Oceanhorn: Monster of Uncharted Seas
If the name Oceanhorn: Monster of Uncharted Seas sounds familiar, chances are you might have heard of this Zelda-like back in 2013. Originally an iOS exclusive, this mobile experience had made the transition onto PC in 2015 and now graces the likes of Xbox One and Playstation 4. In a world where players are still awaiting the release of a new console Zelda since Skyward Sword, how does Oceanhorn hold up after three years?
To call Oceanhorn a playful tribute to The Legend of Zelda series would be putting it lightly. It’s undoubtedly the closest players can get on a non-NIntendo platform without getting a slap on the wrist from Nintendo’s lawyers. From bombs, arrows, magical spells, and even a health meter comprised of hearts, the only thing Oceanhorn is missing is a green tunic for the hero to don. Along the world map, players travel from one island to the next via boat that calls back to a certain game featuring The King of Red Lions.
Oceanhorn is filled with enough secrets that can make any Zelda veteran giddy with excitement. Heart pieces and special collectible bloodstones are scattered across the ocean’s numerous islands and have some creative solutions to gather them all beyond just bombing every wall in sight. Each island has a number of collectibles that all have uses to improve the hero’s arsenal in one way or another and frequent return trips will be necessary as new tools are acquired. Only forty of the bloodstones are required to earn Oceanhorn’s most powerful spell, although there is a special achievement for collecting all fifty-five of the gems.
While Oceanhorn: Monster of Uncharted Seas is no graphical powerhouse, there’s a certain charm to the game’s simpler 3D graphics. Some of the rough character animations, faces in particular, are much more prominent on the big screen and can be a bit awkward. The various islands to explore each have their own unique style to them and the bright color designs help to highlight Oceanhorn’s whimsical nature when needed and dark, drab environments when the story shifts to a more serious tone. Oceanhorn also showcases an original score by Nobuo Uematsu (Final Fantasy series) and Kenji Ito (Mana and SaGa series) that helps set the seafaring mood.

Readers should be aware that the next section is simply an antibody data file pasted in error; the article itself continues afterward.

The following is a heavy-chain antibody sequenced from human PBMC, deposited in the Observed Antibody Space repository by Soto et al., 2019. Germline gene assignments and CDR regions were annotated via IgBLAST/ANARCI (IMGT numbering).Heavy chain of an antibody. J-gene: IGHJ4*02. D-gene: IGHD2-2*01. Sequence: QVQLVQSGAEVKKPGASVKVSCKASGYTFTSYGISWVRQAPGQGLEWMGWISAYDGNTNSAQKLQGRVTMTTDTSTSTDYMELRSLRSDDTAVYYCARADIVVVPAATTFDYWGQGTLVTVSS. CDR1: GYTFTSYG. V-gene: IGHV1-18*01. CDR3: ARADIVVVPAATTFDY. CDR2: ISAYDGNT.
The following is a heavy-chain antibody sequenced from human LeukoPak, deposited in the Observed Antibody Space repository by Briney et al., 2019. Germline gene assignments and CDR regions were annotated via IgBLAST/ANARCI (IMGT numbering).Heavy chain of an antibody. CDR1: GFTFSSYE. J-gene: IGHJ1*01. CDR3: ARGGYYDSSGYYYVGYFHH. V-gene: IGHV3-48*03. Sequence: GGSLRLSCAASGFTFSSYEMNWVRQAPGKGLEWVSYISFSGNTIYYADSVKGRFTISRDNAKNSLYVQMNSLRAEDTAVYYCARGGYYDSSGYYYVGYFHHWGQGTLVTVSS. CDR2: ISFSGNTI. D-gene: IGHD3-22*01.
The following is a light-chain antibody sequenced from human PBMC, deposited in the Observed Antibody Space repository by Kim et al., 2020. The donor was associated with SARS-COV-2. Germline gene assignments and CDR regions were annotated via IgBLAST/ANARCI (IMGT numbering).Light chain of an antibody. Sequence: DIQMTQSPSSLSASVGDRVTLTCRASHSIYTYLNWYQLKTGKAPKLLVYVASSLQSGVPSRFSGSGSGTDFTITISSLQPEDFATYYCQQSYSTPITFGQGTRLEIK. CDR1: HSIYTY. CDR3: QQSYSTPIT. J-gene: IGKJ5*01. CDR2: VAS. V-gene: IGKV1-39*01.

In development, making the transition from mobile onto consoles can often be a difficult endeavor when it comes to the controller. Swapping from liberal motion control to the use of a proper gamepad can often leave a game feeling somewhat loose in nature. Oceanhorn makes a decent attempt to fix those issues with the generous use of aim assisting for some of the game’s more common tasks. Actions such as light platforming segments or using bombs and arrows to solve puzzles are fairly automated with the game being generous with aiming towards the right target. Blocking enemy projectiles to hurl them back at the foe (a common tactic from battling Deku Shrubs in Zelda’s Ocarina of Time) doesn’t quite use the aiming properly and it was awkward to line up a return volley most of the time.
If there was one single thing to change about the complete Oceanhorn experience, it would be to take out the fishing minigame. Developed for a mobile platform where swiping can be the most common motion, transitioning that to the analog sticks is an experience that simply wasn’t fun to play. Each fishing attempt is a tug of war that consists solely of tilting the sticks against the fish’s choice of direction as its stamina drains until it’s caught. These fishing battles are simply not enjoyable when fighting against a fish that decides it wants to change direction every few seconds and makes it a hassle to drain any amount of stamina before the fish starts recovering. The final fish one can capture is electric in nature and constantly drains the player’s health. If you’re unlucky enough to try to reel in a feisty fish that won’t keep to one direction, more often than not you’ll lose all heart before the fish gives up.
The team at Cornfox & Bros have put together a piece that fits comfortably into that Zelda mold and doesn’t do too much to innovate itself from its inspiration. If you’re looking for a comfortable experience that can bring back childhood memories of playing Zelda, Oceanhorn: Monster of Uncharted Seas fits quite neatly into that role and won’t take more than a few afternoons to finish.
PlayStation 4 version tested; game is also available on PC & Xbox One. Review code provided by the publisher.
As a homage to the likes of A Link to the Past and The Wind Waker, Oceanhorn is a brief comfortable experience that can now be enjoyed on the big screen.
- Excellent tribute to Zelda
- Plenty of secrets to explore
- Loose controls
- Worst fishing minigame in recent years